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Tips for helping someone with dementia to shower or bathe - Welcome to My Place Homecare
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Tips for helping someone with dementia to shower or bathe

helping someone with dementia

Tips for helping someone with dementia to shower or bathe

So like many of you, I enjoy my shower every day. My mother also enjoyed her bath on a regular basis. As the dementia set in, she was more and more hesitant to take her bath and even wash her hair which she used to do in the kitchen sink. I never really thought about that too much, but seems odd to do that there, but that is not what I wanted to discuss here. What I want to discuss was how wary she was of the shower and bath. She had help coming from the CCAC, which is now Home and Community Care under the LHIN. They would come on a regular basis to help her shower. Problem was she was not a person who ever took a shower, and they did not care. They were told to give her a shower. She would refuse and they would leave. I struggled with the entire concept of her not wanting a shower. I could not understand why a woman who was always concerned about her hygiene was now refusing showering. Well for some of you it is obvious, she did not like showers, she was more a bath person. No one from the LHIN tried to figure that out, and I was not there to correct them, so it went on like this for some time until we were able to convince her to shower. What they should have done was given her the choice. I want to talk about why she may not have wanted to shower outside of the fact that she was a bath person in the first place, she never knew who was coming from the LHIN to give her a shower or bath. You can only imagine the feeling that gave her as well, who wants a stranger bathing them, for the most part, we all shower or bathe in private, so having a stranger around feels like an invasion of privacy.  That was mostly the issue we saw with my mother. For others, it can be a fear of water, be it because of a traumatic event or just increased anxiety. Others react like my mom did, “I don’t shower, I always took a bath”. Another reason why someone with dementia may be opposed to bathing from what I read and researched was lack of understanding. Someone who is mid to late-stage dementia may not understand why you are in the room with them, why you want them to take off their clothes and why they need to be in water to be washed. Remember, they have lost rational thought which includes understanding sequencing.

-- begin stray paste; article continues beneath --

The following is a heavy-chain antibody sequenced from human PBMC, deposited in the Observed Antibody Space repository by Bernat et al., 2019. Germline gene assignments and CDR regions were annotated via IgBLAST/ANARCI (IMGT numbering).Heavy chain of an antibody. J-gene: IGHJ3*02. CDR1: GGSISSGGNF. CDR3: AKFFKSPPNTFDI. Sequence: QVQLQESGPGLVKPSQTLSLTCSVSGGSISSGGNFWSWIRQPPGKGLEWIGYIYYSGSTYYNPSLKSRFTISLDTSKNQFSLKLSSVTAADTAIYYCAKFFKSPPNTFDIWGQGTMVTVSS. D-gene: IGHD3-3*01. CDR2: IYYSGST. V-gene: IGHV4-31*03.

So instead of letting you figure everything out on your own, I thought I would share with you some of the tips I found while doing some research on the topic.

  1. Prepare – always make sure you have the soap, shampoo, and a warm towel ready prior to having your loved one take a shower or bath
  2. Offer a choice – bath or shower – remember LHIN did not do that with my mother so she just skipped it all together
  3. Adjust the time of day – to the time when they used to shower or bathe so that it feels routine. For my mother, she would always have her bath in the evening after a long day.
  4. Ensure the bathroom is warm and not too drafty or cold. Makes for a more enjoyable shower or bath experience
  5. Encourage independence – if the person can wash themselves, encourage that to happen, this will restore some dignity
  6. If using a service, offer a caregiver of the same sex- some women prefer having a female caregiver and the same can be said of men.
  7. Music- play some music the person enjoys and maybe they will sing in the shower!
  8. Humour – always make it a pleasant experience and humour can reduce anxiety, increase comfort and distract from the task at hand
  9. Doctor’s orders – that one can be used by reminding your loved one that the doctor wants them to shower or bath.
  10. Use a no rinse soap and shampoo – if the length of a shower or bath creates anxiety, shorten it by using no-rinse products

These are just some tips I found when conducting my research on how to get my mom to bathe or shower. There are many more ideas out there on the Internet. You should explore and research as much as possible as you go through this journey with your loved one.

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